Transatlantic Gardens and Enlightenment Ideas in American Art, a 2-day conference on landscape and American art at the International Center for Jefferson Studies, Monticello, Virgina, USA (funded by the Terra Foundation, Chicago, USA).

Moving Landscapes: Gardens and Gardening in the Transatlantic World, 1670-1830, a 2-day conference on transatlantic landscapes, hosted and funded by the Henry E. Huntington Library, San Marino, California, USA.

I will be developing collections of essays based on both of these conferences in 2019.

Another longstanding commitment has been to the re-publication of early women’s writing in Britain. With Professor Stephen Bygrave (Southampton), I am general editor of the Routledge (formerly Pickering and Chatto) Chawton House Library Series which has now reached over 100 volumes, including Women’s Memoirs, Women’s Travel Writing, and Women’s Novels. The series began in 2006; paperback editions of Novels began appearing in 2016; and works will also be appearing on Routledge’s electronic platform from 2017.


The first fruits of a further collaboration with Stephen Bygrave and with Routledge also appeared in 2017, with the launch of Chawton Studies in Scholarly Editing, the first two volumes of which have just been published.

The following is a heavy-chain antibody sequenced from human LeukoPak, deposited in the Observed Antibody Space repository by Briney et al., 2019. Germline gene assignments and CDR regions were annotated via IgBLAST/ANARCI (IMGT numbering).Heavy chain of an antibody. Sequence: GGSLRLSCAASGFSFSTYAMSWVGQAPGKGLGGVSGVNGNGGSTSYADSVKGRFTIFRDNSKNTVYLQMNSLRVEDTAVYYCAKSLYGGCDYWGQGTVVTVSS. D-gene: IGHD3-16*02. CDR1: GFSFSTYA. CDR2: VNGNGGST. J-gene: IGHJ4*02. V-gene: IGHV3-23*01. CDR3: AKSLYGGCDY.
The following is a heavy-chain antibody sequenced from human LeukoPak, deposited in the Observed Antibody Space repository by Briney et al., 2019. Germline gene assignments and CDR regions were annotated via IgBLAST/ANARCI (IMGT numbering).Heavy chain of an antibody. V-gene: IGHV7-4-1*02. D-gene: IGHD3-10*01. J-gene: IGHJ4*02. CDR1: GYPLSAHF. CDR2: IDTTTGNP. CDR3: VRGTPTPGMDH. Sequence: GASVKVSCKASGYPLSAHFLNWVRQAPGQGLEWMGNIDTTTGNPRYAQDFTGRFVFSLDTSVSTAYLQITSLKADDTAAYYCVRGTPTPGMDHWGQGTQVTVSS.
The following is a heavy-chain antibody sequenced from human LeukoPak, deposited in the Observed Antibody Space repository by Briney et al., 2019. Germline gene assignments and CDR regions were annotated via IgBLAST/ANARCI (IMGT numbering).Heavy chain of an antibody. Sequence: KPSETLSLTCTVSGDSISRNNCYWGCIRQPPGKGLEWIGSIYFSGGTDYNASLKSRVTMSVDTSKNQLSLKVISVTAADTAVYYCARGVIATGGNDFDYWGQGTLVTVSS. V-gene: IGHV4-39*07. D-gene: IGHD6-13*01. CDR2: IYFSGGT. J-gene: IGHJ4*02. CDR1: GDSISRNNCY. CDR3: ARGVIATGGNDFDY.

For both the novels strand of the Chawton House Library Series, and for our new Chawton Studies in Scholarly Editing we are pleased to receive proposals and enquiries concerning future volumes.

As Director of the Southampton Centre for Eighteenth-Century Studies (SCECS), I have been particularly keen to develop our national and international links, and have been working in collaboration with the University of Sydney and Monash University on collaborative exchanges, co-convened conferences and grant applications; collaboration with the National Gallery, London, has led to the joint conferences Women Writing About Art (Chawton House Library, February 2017) with a keynote lecture by Susanna Avery-Quash of the National Gallery, and Knowing 'as much of art as the cat': 19th-century women writers on the Old Masters, National Gallery (November 2017); collaboration with Sydney and the International Center for Jefferson Studies  (ICJS) has led to a public lecture by the Director of the ICJS, and to the 2018 Transatlantic Gardens and Enlightenment Ideas in American Art conference.

I am pleased to supervise in all areas of the long eighteenth century, and on topics on both sides of the Atlantic, and would particularly welcome PhD applications from students who would like to join my current cohort of postgrads working on gardens, colonial landscapes, and women’s writing.

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Dr Stephen Bending
Faculty of Arts and Humanities University of Southampton Avenue Campus Highfield Southampton SO17 1BF United Kingdom

Room Number: 65/2021